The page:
Ford sells to rental car companies, too, but a very large portion of its fleet sales consist of sales to government entities and corporations. (If I recall correctly, Ford leads in fleet sales to customers in these categories.)

      Those vehicles don’t get dumped back on the used car market within 12-18 months.

  • avatar
    dcdriver

    What’s interesting to me is that GMC is in ninth place overall considering they only sell 5 models (Terrain, Acadia, Yukon, Canyon, and Sierra) all of which have identical Chevy models available too. (by my count Toyota sells 15 different models)

    So I guess there is a reason to have GMC around after all.

  • avatar
    Mercennarius

    I’m wondering when Infiniti is finally going to pass up Acura in sales. Infinitis product line is just so much better and more appealing then what Acura currently has to offer…

    • 0 avatar
      dcdriver

      For Infiniti to rise up the charts it needs better offerings in the SUV/CUV categories. When I say “better” I mean “more appealing to the masses”. It needs something to compete directly with the RX or the X5, ML and MDX. Those things sell like hotcakes. The FX is a nice vehicle, but it’s not for the masses and the QX is just a huge behemoth that will probably never sell well.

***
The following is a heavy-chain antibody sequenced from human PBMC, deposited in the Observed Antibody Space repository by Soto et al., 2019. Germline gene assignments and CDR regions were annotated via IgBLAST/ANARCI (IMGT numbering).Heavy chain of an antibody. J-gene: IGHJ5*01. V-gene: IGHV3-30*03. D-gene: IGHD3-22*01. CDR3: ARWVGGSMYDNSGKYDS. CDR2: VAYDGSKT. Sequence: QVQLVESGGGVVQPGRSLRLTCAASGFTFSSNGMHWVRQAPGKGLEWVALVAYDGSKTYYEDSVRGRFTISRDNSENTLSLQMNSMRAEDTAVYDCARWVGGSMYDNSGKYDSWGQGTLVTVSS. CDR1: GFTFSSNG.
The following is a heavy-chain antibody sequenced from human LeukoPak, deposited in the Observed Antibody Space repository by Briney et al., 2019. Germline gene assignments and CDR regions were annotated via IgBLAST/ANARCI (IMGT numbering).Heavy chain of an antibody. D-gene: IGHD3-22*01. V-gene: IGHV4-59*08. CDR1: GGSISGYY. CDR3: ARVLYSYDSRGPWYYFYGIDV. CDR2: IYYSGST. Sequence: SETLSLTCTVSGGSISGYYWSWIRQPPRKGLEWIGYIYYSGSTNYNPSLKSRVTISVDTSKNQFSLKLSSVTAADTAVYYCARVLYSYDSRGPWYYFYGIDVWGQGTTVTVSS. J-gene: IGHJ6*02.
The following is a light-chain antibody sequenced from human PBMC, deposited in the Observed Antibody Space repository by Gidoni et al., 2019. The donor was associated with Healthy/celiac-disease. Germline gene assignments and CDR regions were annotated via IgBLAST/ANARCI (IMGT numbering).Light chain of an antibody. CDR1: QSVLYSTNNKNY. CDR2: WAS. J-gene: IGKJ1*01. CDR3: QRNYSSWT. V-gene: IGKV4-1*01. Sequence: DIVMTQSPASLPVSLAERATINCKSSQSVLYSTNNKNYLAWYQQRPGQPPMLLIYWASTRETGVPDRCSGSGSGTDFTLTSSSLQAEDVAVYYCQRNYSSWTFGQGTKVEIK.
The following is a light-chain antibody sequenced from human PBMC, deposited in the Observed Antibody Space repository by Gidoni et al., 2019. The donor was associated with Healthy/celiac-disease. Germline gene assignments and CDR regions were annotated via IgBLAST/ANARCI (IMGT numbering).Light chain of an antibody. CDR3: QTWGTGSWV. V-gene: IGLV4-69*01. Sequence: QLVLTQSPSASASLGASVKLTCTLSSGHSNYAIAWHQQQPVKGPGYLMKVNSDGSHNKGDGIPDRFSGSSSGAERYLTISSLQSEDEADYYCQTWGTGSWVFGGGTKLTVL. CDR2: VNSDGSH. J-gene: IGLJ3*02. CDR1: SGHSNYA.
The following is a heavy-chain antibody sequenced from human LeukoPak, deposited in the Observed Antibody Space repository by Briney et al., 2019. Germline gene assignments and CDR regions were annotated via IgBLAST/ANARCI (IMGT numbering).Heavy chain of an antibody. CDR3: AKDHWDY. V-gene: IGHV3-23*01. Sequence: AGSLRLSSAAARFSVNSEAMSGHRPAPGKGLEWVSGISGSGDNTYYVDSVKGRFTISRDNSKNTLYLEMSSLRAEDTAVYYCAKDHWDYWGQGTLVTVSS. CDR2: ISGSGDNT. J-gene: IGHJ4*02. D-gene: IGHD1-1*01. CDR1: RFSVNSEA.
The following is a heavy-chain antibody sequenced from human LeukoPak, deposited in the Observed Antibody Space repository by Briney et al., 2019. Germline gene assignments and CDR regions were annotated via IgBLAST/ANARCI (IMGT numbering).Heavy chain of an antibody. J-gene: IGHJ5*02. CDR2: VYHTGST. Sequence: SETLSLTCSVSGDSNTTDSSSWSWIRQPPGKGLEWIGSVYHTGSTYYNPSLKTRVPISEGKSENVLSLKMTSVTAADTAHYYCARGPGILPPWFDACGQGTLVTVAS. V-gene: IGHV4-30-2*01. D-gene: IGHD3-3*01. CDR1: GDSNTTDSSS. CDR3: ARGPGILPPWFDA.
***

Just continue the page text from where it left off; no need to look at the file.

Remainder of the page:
• 0 avatar
      bd2

      What Infiniti needs is another “hit” other than the G37 sedan/coupe.

      Sales of the FX have slumped ever since Infiniti made it look bizarre and the new M has been a disappointment in sales thus far.

    • 0 avatar
      GarbageMotorsCo.

      The EX35 is an unknown Gem. Terrible rear leg room and a smaller cargo area than it’s competitors keeps it off many peoples shopping lists.